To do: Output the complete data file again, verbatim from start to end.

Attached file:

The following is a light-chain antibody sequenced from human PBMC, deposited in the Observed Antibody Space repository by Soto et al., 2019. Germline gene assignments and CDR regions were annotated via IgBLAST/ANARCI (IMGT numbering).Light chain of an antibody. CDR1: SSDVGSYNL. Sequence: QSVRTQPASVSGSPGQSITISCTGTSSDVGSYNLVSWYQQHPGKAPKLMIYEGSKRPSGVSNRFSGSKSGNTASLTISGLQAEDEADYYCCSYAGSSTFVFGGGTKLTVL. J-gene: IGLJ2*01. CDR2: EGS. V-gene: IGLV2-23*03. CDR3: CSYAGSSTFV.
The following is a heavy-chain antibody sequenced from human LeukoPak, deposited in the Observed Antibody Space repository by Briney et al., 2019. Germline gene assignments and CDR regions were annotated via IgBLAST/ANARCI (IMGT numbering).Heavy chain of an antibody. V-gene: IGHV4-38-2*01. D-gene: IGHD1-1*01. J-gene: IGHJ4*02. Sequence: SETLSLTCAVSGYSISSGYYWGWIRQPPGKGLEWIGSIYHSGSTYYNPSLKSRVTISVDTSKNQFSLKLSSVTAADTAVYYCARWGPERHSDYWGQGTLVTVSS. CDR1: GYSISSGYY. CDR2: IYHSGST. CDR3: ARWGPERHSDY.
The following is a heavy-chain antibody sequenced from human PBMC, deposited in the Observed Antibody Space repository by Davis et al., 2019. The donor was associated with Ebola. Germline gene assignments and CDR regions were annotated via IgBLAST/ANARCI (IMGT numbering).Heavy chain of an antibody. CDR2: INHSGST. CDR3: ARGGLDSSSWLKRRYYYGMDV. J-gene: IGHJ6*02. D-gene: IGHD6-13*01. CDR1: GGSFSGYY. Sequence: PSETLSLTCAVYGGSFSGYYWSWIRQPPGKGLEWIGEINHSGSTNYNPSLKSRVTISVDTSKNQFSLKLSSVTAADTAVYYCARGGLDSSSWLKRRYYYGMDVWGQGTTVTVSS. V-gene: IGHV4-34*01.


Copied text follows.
The following is a light-chain antibody sequenced from human PBMC, deposited in the Observed Antibody Space repository by Soto et al., 2019. Germline gene assignments and CDR regions were annotated via IgBLAST/ANARCI (IMGT numbering).Light chain of an antibody. CDR1: SSDVGSYNL. Sequence: QSVRTQPASVSGSPGQSITISCTGTSSDVGSYNLVSWYQQHPGKAPKLMIYEGSKRPSGVSNRFSGSKSGNTASLTISGLQAEDEADYYCCSYAGSSTFVFGGGTKLTVL. J-gene: IGLJ2*01. CDR2: EGS. V-gene: IGLV2-23*03. CDR3: CSYAGSSTFV.
The following is a heavy-chain antibody sequenced from human LeukoPak, deposited in the Observed Antibody Space repository by Briney et al., 2019. Germline gene assignments and CDR regions were annotated via IgBLAST/ANARCI (IMGT numbering).Heavy chain of an antibody. V-gene: IGHV4-38-2*01. D-gene: IGHD1-1*01. J-gene: IGHJ4*02. Sequence: SETLSLTCAVSGYSISSGYYWGWIRQPPGKGLEWIGSIYHSGSTYYNPSLKSRVTISVDTSKNQFSLKLSSVTAADTAVYYCARWGPERHSDYWGQGTLVTVSS. CDR1: GYSISSGYY. CDR2: IYHSGST. CDR3: ARWGPERHSDY.
The following is a heavy-chain antibody sequenced from human PBMC, deposited in the Observed Antibody Space repository by Davis et al., 2019. The donor was associated with Ebola. Germline gene assignments and CDR regions were annotated via IgBLAST/ANARCI (IMGT numbering).Heavy chain of an antibody. CDR2: INHSGST. CDR3: ARGGLDSSSWLKRRYYYGMDV. J-gene: IGHJ6*02. D-gene: IGHD6-13*01. CDR1: GGSFSGYY. Sequence: PSETLSLTCAVYGGSFSGYYWSWIRQPPGKGLEWIGEINHSGSTNYNPSLKSRVTISVDTSKNQFSLKLSSVTAADTAVYYCARGGLDSSSWLKRRYYYGMDVWGQGTTVTVSS. V-gene: IGHV4-34*01.